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Ward Politics Wed Apr 06 2011
There are a few assumption I make here and a few things to keep in mind. The first assumption is that voting precincts have some relationship to the community around them; in other words, they reflect pocket neighborhoods whose residents share some common issues and concerns. This obviously doesn't always hold. Another assumption is that the precincts, if perfectly registered and with full participation, would end up near even in numbers. Also not always the case. Something to keep in mind is that individual wards obviously are not like states in the electoral college, so winning precincts is meaningless except as a way to measure popularity/hatred by mini- or pocket neighborhood.
I was confused when I read Danny Solis' quote that he was "surprised" that his contest with Temoc Morfin was so close. After all, it was a run-off, he should have presumed that at least half the voters of his ward were willing to vote against him. Why was he surprised?
Perhaps he was surprised because he didn't expect to do so poorly outside of his base. He actually lost more precincts than he won. Solis' people were certainly reassuring him that his base would keep him far ahead of the upstart Morfin, so unless he completely collapsed elsewhere, victory was assured.
If you were given one word to describe the 25th Ward, you'd say "Pilsen," even though it includes Chinatown, the appalling "University Village" built on the bones of the Maxwell Street Market, Tri-Taylor/Little Italy (also integrated into the University of Illinois-Chicago complex) and remnants of the ABLA public housing area. Still, Pilsen makes up the geographic bulk of the ward. The 25th is also unique in that it has fewer precincts than most wards, probably because of its odd shape and vast tracts of industrial uses.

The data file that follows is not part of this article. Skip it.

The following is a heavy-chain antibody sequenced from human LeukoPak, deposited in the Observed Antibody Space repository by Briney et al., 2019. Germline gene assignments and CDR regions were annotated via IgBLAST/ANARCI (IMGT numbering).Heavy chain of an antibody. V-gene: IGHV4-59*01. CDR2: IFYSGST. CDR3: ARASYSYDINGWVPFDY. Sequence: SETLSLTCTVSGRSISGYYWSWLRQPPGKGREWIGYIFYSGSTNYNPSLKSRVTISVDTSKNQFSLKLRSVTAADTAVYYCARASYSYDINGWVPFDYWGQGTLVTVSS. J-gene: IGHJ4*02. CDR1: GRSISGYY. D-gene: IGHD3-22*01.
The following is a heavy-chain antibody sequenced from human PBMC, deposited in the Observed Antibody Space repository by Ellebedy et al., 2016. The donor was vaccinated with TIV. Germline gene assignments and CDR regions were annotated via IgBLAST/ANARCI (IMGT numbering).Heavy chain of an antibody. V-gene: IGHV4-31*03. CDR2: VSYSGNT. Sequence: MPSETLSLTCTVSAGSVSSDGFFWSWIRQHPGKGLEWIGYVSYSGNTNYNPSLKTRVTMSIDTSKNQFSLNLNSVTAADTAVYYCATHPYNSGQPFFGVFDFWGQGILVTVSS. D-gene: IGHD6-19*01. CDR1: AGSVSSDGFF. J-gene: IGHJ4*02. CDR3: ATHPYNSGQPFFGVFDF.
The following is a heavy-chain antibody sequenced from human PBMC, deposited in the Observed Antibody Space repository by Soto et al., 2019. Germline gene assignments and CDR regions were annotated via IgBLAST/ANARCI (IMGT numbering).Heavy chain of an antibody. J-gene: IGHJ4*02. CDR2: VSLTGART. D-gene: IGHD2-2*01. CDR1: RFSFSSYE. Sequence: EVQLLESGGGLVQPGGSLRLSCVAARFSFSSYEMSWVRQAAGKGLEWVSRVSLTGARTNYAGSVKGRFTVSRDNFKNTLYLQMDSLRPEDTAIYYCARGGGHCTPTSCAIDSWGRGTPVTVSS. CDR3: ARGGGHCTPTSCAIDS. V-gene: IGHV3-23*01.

Solis' victory relied almost completely on two precincts, particularly the one in Chinatown, the other being the ABLA area. These two provided about 580 of his 595 vote plurality. If those wards had broken more or less evenly, Solis would have won by only 13 votes. Throw in the University Village precinct (which had paltry turnout), and an even split there would have cost him the seat.
Again, since ultimately it's all about who gets the most votes, this would be trivial, but for the fact that the two neighborhoods that pushed him to victory are fairly unique from the rest of his ward economically, ethnically, and geographically--both are somewhat isolated by rail and industrial districts and busy with restricted-access housing. Solis needs to look closely at why Pilsen, which forms the heart of the ward, was so divided over him, and what that means for how he's going to represent the ward in the future.
Check out Solis' distribution of pluralities in each precinct; note how important the outliers are (for reference, here is the precinct map):
This isn't to pick on Solis or anything--a win is a win. How he won however should inform how he approaches his constituents over the next few years. In other words, if he's only reading the bottom line of the vote totals, he's missing an important message.
Alderman-Elect James Cappleman's got a more encouraging message last night. Cappleman ran against Helen Shiller in 2007, and took some lumps, many less than fair, in that fight. The soft-spoken but undeniably tough Cappleman faced a spirited opponent in Molly Phelan this time around. Phelan had backing from Finance Chairman Ed Burke and Loop alderman Brendan Reilly and without an unpopular incumbent tried to draw a distinction between herself and Capy by keeping an aggressive posture.